On a recent visit to Winners, I was surprised to discover such an extensive range of home fitness equipment. There were the usual suspects: handheld weights, yoga mats, inflatable Swiss balls and the denser, canon-like medicine balls, all priced competitively and vying to become an impulse buy.
But the shelves also boasted more esoteric items. Hard to tell if they're shopping-channel rejects - contraptions destined to be tossed in the craptastic pile that many of us have accumulated in the name of a better body - or undiscovered gems.
One standout: a shoe-sized box containing Balance Pods, two spiky domes that promise to "provide progressive instability from both sides, essential to daily balance training."
Balance has never been my strength. In yoga, my tree poses sway back and forth like saplings in a tornado. In heels, I often appear tipsy despite being perfectly sober.
Perhaps these rubber armadillo-like aids could help.
Turns out, they might as well be called Massage Mounds because that's the only purpose they fulfill.
Unlike a Bosu, the ball-board hybrid training product now ubiquitous in gyms, these pods offer a much smaller surface, making the squats, lunges and one-legged "swan lifts" suggested in the instruction handout barely more effective than when done on a floor. The pods can be placed spiky side down for planks and push-ups, but in my experience this puts undue strain on wrists.
The exercises are performed barefoot or in socks so that the feet can experience the unstable surface. On the plus side, I felt my core engaged when attempting the squats, but I was so focused on staying perfectly atop the pods that I had trouble getting through a set of 10 without readjusting. (Hint: stand near a wall or counter, just in case). The handout shows a woman stepping between six pods, similar to hopscotch, yet the box only supplies two. Also, upper-body work is limited.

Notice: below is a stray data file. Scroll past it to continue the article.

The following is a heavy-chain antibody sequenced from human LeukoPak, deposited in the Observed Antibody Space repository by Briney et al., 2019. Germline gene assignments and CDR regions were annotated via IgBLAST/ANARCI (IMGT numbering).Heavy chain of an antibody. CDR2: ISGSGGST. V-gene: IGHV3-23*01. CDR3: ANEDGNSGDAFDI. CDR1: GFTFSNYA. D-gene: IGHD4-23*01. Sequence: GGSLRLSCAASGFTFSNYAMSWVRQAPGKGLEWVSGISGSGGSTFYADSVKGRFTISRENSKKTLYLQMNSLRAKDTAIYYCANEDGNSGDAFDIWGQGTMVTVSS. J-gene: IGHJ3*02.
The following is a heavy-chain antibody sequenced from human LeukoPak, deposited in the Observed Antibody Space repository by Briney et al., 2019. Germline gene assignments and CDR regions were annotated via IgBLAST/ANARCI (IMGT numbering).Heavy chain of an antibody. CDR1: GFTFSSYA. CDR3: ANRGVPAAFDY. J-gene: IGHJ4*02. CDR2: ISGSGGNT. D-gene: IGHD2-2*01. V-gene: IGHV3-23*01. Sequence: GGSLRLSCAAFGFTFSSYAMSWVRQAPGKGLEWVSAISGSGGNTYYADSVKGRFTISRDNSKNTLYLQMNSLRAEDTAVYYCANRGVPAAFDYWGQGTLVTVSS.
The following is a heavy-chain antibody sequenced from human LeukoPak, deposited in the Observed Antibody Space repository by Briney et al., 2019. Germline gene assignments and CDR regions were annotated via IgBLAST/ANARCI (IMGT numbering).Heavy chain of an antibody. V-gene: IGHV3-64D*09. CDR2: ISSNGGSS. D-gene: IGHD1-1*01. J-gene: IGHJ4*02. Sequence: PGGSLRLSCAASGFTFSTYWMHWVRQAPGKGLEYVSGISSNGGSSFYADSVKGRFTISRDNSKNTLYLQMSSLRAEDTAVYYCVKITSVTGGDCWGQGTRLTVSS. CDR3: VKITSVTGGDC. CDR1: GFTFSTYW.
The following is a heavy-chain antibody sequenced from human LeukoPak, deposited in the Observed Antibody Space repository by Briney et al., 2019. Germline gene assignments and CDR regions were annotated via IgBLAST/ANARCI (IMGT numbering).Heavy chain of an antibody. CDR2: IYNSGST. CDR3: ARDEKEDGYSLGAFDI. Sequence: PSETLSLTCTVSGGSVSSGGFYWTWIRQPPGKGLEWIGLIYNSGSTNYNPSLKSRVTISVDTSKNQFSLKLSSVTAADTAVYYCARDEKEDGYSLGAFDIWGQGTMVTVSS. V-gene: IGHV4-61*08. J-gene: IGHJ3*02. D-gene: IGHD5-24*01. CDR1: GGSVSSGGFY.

To confirm (or possibly refute) my impressions, I take them to Sender Deutsch, a chiropractor and certified trainer. "These are an ankle sprain waiting to happen," he says, after assessing them.
Mr. Deutsch, the co-founder of Shape, a combined training and treatment boutique facility in Toronto, says this would not be something he'd use with clients "They don't stimulate any muscle specificity and they're too small for anyone's feet except an infant's."
His advice for wobblers out there: Practice by alternating each foot on a pillow (the other slightly in the air). Or simply close your eyes and raise one leg; if you can't keep steady for 10 to 15 seconds, there's room for improvement.
I'm a fan of pods when they yield edible treasures: vanilla beans, fresh peas or raw cacao comes to mind. But I cannot recommend Balance Pods (on sale for $14.99). They are further proof that it's all too easy to fall, quite literally, for gimmicks.
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